“There are only two certainties in life: death and taxes.”
That’s how Benjamin Franklin’s famous adage goes. Well, it should be changed to three things: death, taxes, and stress because, in today’s fast-paced digital era, stress is pretty much guaranteed!
With little time on our hands to get organised and the tendency to become emotionally attached to stuff, our homes, offices, and even digital spaces (phone, laptop, personal computer, etc.) can become extraordinarily cluttered. And it’s this clutter that has a surprisingly detrimental impact upon our psychological well being.
It’s the opinion of many healthcare professionals and the results of countless studies: decluttering your physical and digital spaces is a highly effective way to gain control of your life and your stress... for a plethora of reasons:
Reduced Stress and a Feeling of Accomplishment
- Walking into and around your home shouldn’t be impeded by excessive furniture, ornaments, and boxes of stuff you’re reluctant to throw away.
- Trying to locate an important document in your office shouldn’t become an hours long affair of finding a needle in a haystack.
- Your laptop’s desktop shouldn’t be a mess of homeless files and folders, the contents of which you can’t remember.
Decluttering is as much about eliminating physical obstacles from your pathway as it is about regaining control over your environments, whether it’s the home or the office. As such, keeping your spaces decluttered by recycling old documents, throwing away photographs, and donating possessions, clothing, and other bric-a-brac you never use or wear anymore won’t only leave your spaces looking far more attractive, but will also help you gain an increased sense of control over your life.
This all helps to eliminate the significant stress we feel from a lack of control.
Also, you’ll enjoy an enormous sense of accomplishment when you’ve FINALLY tackled your paper-strewn desk or donated a truckload of that totally out-dated 1970’s furniture you inherited from your mother-in-law.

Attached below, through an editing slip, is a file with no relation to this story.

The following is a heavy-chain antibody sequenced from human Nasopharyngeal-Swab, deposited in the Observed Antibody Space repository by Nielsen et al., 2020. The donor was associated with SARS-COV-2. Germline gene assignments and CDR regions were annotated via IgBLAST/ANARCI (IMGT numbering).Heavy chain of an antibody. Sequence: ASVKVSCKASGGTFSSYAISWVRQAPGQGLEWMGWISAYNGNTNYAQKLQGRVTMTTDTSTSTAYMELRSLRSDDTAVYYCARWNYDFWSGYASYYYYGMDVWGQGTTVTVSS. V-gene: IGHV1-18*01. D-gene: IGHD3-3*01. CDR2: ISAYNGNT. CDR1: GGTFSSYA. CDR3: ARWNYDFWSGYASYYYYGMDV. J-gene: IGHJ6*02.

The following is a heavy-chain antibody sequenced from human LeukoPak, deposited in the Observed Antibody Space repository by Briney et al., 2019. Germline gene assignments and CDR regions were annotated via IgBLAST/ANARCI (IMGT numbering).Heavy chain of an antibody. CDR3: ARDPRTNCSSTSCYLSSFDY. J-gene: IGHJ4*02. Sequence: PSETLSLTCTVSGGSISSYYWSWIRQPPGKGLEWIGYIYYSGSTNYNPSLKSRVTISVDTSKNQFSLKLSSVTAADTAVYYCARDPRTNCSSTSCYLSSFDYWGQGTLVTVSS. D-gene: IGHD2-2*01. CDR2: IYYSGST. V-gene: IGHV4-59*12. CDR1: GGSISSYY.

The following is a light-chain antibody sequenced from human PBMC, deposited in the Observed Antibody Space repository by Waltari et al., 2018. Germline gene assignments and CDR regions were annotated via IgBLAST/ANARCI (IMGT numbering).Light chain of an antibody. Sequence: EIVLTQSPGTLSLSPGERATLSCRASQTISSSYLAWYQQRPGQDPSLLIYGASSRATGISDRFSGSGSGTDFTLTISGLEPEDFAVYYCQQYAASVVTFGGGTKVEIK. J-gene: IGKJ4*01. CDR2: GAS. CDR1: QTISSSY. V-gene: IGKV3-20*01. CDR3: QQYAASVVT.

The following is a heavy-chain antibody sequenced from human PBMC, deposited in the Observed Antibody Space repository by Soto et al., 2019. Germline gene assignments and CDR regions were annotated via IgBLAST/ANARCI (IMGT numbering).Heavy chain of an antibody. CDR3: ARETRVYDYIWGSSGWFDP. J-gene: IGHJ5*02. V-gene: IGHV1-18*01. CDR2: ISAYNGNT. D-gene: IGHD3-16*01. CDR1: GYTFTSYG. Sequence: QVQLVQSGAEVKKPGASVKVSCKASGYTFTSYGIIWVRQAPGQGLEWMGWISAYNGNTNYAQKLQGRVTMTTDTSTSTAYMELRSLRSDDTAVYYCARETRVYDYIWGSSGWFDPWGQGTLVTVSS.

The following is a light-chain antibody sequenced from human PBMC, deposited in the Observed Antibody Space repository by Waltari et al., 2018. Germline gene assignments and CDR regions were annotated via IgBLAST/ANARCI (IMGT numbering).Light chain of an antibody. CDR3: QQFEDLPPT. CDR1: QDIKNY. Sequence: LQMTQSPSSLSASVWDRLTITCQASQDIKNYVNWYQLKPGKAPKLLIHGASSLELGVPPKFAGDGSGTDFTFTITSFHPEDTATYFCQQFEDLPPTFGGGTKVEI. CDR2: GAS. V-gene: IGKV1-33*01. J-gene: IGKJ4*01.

Delete Those Emotional Triggers
Decluttering removes the emotional triggers that often connect us to melancholic memories. Holding on to a Valentine’s Day card from an ex? Turf it. Still have a digital folder of photos from your romantic weekend away on your computer? Delete them or bury them deep in your photo folder so that you don’t come across them every time you open your laptop.
Going through a box of bric-a-brac or some old computer files in search of something in particular is a task that should perhaps only take a few minutes and yet, it turns into an epic exercise as we become distracted by all the forgotten items we come across. This can be fun if it raises pleasant childhood memories but it can become a source of utter frustration (not to mention wasted time) if it’s an overflowing file cabinet or box of tax receipts.
Create an organised box (or several boxes) of items, papers, records, and photographs that you don’t want to throw away and store them somewhere completely out of sight and mind. With these distractions removed, you’ll find yourself with greater focus, which opens up many doors of opportunity, such as greater productivity at work, the time and mental serenity to start an online course, or even just the patience to be a better parent.
A Final Word on the Psychological Benefits of Decluttering
These benefits - reduced stress, a feeling of accomplishment, deleted emotional triggers, and improved focus - have manifold feed-on effect. Reduced stress will improve your general health and mood, which will help you become the best version of yourself you can be. A sense of accomplishment can inspire you to do more and become more productive. Deleted emotional triggers will help you permanently separate yourself from a past that might be dragging you down. And a neater, freer home is a safer, healthier, and happier environment for the entire family.
Remember, when it comes to clutter – less is more!
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